Fey,vain and foolish,young Richard initiates his downfall by banishing Henry Bolingbroke and the Earl of Mowbray as a resolution to their feud and then confiscating the lands of his uncle,Bolingbroke's father John of Gaunt,on John's death,to pay for a war in Ireland which he loses. This angers many courtiers including the Duke of York,who welcome Bolingbroke back to England,where he executes Richard's flatterers. The king himself is soon taken prisoner and murdered in his cell. Bolingbroke,now proclaiming himself Henry IV,vows a pilgrimage to atone for his part in the regicide. Written by
don @ minifie-1
Did You Know?
Pembroke castle, the castle with the large tower in the film, was inherited by Richard the second following the death, in a jousting accident, of its owner John Hastings in 1389. Pembroke castle was the birthplace of the real King Henry 7th in 1457. See more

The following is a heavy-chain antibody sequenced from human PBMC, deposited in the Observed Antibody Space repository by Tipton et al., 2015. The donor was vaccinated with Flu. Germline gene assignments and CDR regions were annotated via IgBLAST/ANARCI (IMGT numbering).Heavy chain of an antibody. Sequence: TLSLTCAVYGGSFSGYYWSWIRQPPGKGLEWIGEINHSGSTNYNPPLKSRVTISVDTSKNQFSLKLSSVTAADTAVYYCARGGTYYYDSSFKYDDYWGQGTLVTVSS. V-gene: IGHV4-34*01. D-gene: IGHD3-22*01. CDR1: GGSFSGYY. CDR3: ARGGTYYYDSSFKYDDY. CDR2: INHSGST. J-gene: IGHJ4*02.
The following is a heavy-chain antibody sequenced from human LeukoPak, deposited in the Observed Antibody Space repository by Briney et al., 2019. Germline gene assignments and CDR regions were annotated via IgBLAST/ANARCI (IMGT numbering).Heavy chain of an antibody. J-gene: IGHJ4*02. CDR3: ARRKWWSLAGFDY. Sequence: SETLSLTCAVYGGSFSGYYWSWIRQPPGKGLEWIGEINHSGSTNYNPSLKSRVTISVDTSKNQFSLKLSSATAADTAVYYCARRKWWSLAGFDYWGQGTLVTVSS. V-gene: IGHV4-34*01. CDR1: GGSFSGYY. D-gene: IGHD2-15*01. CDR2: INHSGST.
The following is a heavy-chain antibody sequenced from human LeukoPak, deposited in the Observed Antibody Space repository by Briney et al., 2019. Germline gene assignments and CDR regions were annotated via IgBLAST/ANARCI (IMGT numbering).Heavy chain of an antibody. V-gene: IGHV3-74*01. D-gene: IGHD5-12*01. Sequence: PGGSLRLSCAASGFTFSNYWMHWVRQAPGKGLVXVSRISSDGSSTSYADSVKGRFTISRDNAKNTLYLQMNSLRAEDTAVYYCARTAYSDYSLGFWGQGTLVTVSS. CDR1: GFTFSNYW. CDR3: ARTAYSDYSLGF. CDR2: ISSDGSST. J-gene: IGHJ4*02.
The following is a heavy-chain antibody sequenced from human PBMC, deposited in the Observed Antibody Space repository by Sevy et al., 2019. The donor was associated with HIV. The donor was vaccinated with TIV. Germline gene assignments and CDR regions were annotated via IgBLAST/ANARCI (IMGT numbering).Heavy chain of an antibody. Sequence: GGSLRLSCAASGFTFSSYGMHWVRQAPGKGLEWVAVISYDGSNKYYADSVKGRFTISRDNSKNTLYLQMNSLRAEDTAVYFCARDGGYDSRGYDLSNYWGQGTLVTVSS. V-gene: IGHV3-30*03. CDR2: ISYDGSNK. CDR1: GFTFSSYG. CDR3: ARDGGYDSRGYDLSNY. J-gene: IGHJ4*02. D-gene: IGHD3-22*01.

Characters repeatedly mispronounce "Hereford" as "Hair-ford". The character is called "HERFORD" in the text. That is how Shakespeare wrote it and intended it to be said - the production is respecting that. Pronouncing it "Hereford" doesn't fit the poetic metre. Spellings and pronunciations were simply far more variable then. See more
[as the episode begins, man's voice speaking...
Let's talk of graves, of worms and epitaphs, Write sorrow on the bosom of the earth. Let us sit upon the ground And tell sad stories of the death of kings. How some have been deposed; some slain in war; Some haunted by the ghosts they have deposed; Some poisoned by their wives; some sleeping killed All murdered.